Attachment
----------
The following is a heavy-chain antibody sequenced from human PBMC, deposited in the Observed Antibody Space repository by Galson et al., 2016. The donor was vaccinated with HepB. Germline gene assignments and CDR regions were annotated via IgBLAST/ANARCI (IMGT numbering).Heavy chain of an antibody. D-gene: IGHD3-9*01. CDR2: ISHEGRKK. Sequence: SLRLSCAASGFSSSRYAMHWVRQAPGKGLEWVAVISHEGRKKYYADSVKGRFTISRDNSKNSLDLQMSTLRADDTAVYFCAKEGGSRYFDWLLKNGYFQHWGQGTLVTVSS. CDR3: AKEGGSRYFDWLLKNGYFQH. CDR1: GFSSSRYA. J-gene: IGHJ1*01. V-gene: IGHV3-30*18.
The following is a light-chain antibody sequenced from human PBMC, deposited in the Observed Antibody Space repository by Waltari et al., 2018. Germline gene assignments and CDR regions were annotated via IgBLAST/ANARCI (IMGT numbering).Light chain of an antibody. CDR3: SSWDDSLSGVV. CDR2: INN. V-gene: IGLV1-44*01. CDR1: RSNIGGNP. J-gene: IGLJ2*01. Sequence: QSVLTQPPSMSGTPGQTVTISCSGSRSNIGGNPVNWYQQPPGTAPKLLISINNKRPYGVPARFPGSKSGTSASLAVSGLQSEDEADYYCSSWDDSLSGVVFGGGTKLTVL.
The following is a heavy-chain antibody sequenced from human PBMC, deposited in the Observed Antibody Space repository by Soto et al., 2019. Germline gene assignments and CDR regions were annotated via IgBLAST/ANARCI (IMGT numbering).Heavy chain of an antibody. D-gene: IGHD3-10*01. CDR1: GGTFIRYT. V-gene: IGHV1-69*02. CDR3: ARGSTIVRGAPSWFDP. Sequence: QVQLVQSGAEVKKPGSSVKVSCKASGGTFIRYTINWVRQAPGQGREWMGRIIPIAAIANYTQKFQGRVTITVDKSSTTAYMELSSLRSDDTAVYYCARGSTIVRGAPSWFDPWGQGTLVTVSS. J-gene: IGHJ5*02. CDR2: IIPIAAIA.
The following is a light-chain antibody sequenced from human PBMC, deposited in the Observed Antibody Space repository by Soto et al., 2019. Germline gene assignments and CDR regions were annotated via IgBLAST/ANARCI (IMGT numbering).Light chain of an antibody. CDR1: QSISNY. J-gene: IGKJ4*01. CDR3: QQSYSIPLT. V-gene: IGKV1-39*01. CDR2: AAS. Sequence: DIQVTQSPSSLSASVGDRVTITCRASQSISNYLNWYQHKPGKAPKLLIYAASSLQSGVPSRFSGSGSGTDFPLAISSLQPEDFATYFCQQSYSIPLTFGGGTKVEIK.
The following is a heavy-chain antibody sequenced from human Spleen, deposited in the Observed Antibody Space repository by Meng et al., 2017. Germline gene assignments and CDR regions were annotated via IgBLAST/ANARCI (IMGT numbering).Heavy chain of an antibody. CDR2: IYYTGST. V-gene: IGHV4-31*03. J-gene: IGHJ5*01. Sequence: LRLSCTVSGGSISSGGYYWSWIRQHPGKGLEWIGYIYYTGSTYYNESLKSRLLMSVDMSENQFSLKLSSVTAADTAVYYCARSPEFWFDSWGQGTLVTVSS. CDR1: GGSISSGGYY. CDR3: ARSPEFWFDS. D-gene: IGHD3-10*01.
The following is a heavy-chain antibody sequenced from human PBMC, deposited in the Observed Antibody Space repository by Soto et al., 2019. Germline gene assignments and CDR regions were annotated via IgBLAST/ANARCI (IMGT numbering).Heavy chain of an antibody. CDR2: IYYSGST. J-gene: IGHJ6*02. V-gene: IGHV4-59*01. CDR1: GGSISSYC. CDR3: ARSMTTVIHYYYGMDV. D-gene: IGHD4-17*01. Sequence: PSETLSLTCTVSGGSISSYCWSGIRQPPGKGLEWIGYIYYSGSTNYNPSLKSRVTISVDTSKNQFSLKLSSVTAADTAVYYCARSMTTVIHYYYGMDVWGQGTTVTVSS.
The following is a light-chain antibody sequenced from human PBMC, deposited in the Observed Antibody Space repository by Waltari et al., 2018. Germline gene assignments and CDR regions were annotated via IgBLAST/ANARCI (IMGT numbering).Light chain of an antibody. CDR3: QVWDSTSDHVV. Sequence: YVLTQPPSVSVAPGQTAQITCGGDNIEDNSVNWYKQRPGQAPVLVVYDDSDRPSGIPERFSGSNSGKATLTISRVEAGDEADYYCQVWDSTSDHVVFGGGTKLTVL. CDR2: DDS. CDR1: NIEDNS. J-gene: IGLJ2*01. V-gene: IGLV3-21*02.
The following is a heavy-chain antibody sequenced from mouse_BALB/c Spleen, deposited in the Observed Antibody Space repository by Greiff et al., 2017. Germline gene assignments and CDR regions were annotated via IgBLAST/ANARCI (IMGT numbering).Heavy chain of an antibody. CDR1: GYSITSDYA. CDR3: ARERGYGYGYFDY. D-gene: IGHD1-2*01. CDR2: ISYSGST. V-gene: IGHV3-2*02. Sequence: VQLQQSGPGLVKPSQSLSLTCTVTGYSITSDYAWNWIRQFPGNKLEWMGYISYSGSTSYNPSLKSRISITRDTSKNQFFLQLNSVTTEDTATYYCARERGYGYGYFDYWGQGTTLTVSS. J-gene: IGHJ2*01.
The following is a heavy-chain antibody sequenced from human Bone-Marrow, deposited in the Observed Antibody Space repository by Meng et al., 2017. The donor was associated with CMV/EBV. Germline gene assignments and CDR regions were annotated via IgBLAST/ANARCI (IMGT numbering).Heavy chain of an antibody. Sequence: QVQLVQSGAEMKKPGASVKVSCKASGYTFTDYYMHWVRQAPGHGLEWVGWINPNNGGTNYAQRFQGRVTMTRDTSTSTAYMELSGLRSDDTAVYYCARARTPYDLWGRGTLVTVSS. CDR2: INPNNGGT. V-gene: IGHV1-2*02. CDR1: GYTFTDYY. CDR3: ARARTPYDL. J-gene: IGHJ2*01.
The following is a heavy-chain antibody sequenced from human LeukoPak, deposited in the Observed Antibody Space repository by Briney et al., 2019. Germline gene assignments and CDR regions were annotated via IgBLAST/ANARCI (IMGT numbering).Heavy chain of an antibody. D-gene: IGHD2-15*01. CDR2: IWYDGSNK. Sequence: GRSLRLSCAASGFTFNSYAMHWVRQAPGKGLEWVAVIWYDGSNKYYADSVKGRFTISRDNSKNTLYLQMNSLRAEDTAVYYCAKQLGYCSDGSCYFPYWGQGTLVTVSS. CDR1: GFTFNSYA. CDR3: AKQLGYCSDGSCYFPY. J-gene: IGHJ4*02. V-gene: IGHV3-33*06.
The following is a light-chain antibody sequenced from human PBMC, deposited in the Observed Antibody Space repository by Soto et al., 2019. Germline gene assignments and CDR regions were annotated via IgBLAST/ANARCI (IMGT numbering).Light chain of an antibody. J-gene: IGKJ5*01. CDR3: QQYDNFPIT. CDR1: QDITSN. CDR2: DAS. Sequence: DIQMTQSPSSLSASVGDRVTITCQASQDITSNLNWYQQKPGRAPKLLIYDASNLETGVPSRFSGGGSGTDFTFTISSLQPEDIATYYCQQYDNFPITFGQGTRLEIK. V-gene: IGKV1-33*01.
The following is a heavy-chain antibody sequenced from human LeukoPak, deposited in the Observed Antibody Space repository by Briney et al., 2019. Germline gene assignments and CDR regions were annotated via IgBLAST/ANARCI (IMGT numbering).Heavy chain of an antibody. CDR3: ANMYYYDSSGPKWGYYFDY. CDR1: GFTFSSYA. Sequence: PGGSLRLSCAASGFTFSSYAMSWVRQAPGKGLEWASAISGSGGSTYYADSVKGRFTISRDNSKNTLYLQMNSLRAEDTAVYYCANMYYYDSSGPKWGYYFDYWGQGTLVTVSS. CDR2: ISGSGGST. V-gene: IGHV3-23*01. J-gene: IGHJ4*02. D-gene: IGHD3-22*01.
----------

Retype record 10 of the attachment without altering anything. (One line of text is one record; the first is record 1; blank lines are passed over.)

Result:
The following is a heavy-chain antibody sequenced from human LeukoPak, deposited in the Observed Antibody Space repository by Briney et al., 2019. Germline gene assignments and CDR regions were annotated via IgBLAST/ANARCI (IMGT numbering).Heavy chain of an antibody. D-gene: IGHD2-15*01. CDR2: IWYDGSNK. Sequence: GRSLRLSCAASGFTFNSYAMHWVRQAPGKGLEWVAVIWYDGSNKYYADSVKGRFTISRDNSKNTLYLQMNSLRAEDTAVYYCAKQLGYCSDGSCYFPYWGQGTLVTVSS. CDR1: GFTFNSYA. CDR3: AKQLGYCSDGSCYFPY. J-gene: IGHJ4*02. V-gene: IGHV3-33*06.